relevant to a specific probable violation of law
    (2) demonstrate that the information sought
    cannot be obtained by alternative means less
    destructive of First Amendment rights and (3)
    demonstrate a compelling and overriding interest
    in the information.

Branzburg v. Hayes (U.S. 1972) Justice Stewarts
dissenting opinion
16
The First Amendment and Press Shield Laws
  • Four dissenters plus Powells concurrence all
    found First Amendment support for some form of a
    reporters privilege.
  • Created an apparent majority for a First
    Amendment privilege.
  • Or at least, that was the face of Branzburg in
    many lower court decisions during the next two
    decades.

Branzburg v. Hayes (U.S. 1972)
17
The First Amendment and Press Shield Laws
  • Branzburg recognized news gathering deserves some
    First Amendment protection.
  • Justice Powell concurring opinion stated that
    courts can determine whether a privilege applies
    by using a balancing test.
  • Thus a qualified privilege available, even where
    a reporter is called before a grand jury to
    testify.

Post-Branzburg Zerilli v. Smith, 656 F.2d 705
(D.C. Cir. 1981).
18
The First Amendment and Press Shield Laws
  • We decline to take Justice Powells concurrence
    as a mandate for qualified news reporters
    privilege in criminal cases.
  • Powell only emphasized that at a certain point,
    the First Amendment protects the press from
    government.
  • To Powell, that point occurs when the grand jury
    investigation is not being conducted in good
    faith.

Post-Branzburg United States v. Smith, 135
F.3d 963, 969 (5th Cir. 1998).
19
The First Amendment and Press Shield Laws
  • Justice White in Branzburginvited legislative
    solution
  • Many enacted in 1970s 80s

C. Shield Law Statutes
  • More recently, conflicting interpretations of
    Branzburgand high profile journalist contempt
    cases also spurred adoption of statutory shield
    laws

20
The First Amendment and Press Shield Laws
C. Shield Law Statutes Recent high profile
journalist contempt cases
  • Balco / MLB steroids investigation SF Chronicle
    reporters cited for contempt for refusing to
    disclose source of leaked grand jury transcripts
    in Barry Bonds case. http//www.youtube.com/watch?
    vNH4i7dXBGO8

21
The First Amendment and Press Shield Laws
C. Shield Law Statutes Recent high profile
journalist contempt cases
  • Valeri Plame NYT reporter Judy Miller jailed
    for 85 days for refusing to identify White House
    source who outed undercover CIA agent.
  • Wen Ho Lee Non-party news organizations pay to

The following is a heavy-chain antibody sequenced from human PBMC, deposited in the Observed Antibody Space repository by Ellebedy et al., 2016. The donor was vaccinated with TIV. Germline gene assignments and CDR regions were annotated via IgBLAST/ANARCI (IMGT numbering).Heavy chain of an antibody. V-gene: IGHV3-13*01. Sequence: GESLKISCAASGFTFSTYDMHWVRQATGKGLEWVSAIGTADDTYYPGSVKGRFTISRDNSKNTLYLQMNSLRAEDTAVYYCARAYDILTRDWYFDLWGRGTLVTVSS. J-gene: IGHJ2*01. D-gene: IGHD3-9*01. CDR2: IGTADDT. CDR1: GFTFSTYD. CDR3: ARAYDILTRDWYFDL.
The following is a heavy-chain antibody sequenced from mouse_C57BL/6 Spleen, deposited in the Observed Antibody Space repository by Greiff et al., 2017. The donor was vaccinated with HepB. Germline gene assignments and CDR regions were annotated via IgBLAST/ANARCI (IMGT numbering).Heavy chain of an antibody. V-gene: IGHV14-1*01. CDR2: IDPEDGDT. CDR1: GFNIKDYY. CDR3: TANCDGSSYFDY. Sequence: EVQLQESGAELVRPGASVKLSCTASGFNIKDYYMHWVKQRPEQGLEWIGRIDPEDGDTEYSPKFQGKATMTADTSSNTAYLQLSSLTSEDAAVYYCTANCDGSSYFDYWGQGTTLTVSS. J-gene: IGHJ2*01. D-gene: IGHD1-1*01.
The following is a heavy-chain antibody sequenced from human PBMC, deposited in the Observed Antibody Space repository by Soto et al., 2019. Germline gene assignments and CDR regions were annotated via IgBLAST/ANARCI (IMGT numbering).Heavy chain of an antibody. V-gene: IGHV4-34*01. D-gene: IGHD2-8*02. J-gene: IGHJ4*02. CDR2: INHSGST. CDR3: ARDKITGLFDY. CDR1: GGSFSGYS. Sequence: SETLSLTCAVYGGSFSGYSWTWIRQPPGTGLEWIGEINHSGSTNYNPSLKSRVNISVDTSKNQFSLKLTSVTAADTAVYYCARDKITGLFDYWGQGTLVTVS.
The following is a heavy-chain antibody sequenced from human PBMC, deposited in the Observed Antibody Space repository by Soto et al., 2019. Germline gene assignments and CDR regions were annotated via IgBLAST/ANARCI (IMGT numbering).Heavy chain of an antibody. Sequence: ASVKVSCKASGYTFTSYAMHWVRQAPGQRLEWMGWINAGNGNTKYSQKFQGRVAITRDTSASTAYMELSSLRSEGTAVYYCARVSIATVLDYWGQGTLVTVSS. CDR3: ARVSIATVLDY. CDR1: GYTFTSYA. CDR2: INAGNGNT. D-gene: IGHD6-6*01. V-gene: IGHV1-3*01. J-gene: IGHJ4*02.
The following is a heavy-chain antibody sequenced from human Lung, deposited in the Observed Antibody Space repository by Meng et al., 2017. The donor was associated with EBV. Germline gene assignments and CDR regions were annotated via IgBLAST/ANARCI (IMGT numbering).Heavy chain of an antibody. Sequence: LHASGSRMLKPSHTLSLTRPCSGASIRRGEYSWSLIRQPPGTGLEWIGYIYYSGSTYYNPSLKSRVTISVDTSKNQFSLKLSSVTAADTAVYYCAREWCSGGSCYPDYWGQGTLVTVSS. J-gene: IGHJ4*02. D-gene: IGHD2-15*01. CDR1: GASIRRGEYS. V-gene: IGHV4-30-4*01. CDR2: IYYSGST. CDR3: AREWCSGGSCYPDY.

settle nuclear scientists privacy case after
    reporters ordered to disclose confidential
    sources.
  • Vanessa Legget Houston book author jailed for
    168 days for refusing to testify before federal
    grand jury investigating murder for hire.
  • Grand jury cases rejected First Amendment
    privilege civil case applied it narrowly to
    overcome privilege.

22
The First Amendment and Press Shield Laws
  • Generally most provide a qualified rather than
    absolute privilege
  • Journalist testimony not compelled unless the
    party seeking the information shows
  • Information is highly material and relevant.
  • Compelling need.
  • Information not available by other means.
  • (Compare with Justice Stewarts dissent.)

C. Shield Law Statutes 35 states and DC
have adopted some form
23
The First Amendment and Press Shield Laws
  • Protects confidential sources only in some.
  • Unpublished information also protected in others.
  • Some apply in both criminal and civil cases
  • Others apply only in civil proceedings.

C. Shield Law Statutes Differ
state-to-state in protections.
24
The First Amendment and Press Shield Laws
  • October 2007, U.S. House passed the Free Flow of
    Information Act (H.R. 2102) by 398 to 21.
  • Senate Judiciary Committee approved similar
    provision (S. 2035).
  • Both provide a qualified privilege to reporters
    that would apply in criminal and civil contexts.
  • Senate version protects only the identity of
    confidential sources and records.
  • House bill extends protection not only to
    confidential sources and to documents or
    information obtained during the newsgathering
    process.
  • Shield Law Statutes
  • Federal Legislation

25
The First Amendment and Press Shield Laws
  • Texas Free Flow of Information Act (SB 966)
  • Passed by the Senate in 2007
  • But died in the House in the last days of the
    80th regular session
  • objection on a point of order.
  • Qualified privilege against compelled court
    testimony or disclosure of confidential sources.

C. Shield Law Statutes
  • Reporters' work products, such as notes and
    tapes, would also have been protected by this
    limited privilege.

26
The First Amendment and Press Shield Laws
  • D. Conclusion
  • Does the First Amendment include a privilege
    for journalists against compelled testimony about
    news sources or news gathering?
  • Yes, in some circuits and states.
  • Mostly civil cases.
  • Branzburg the last word in the grand jury
    context?
  • Shield law statutes may fill the gap.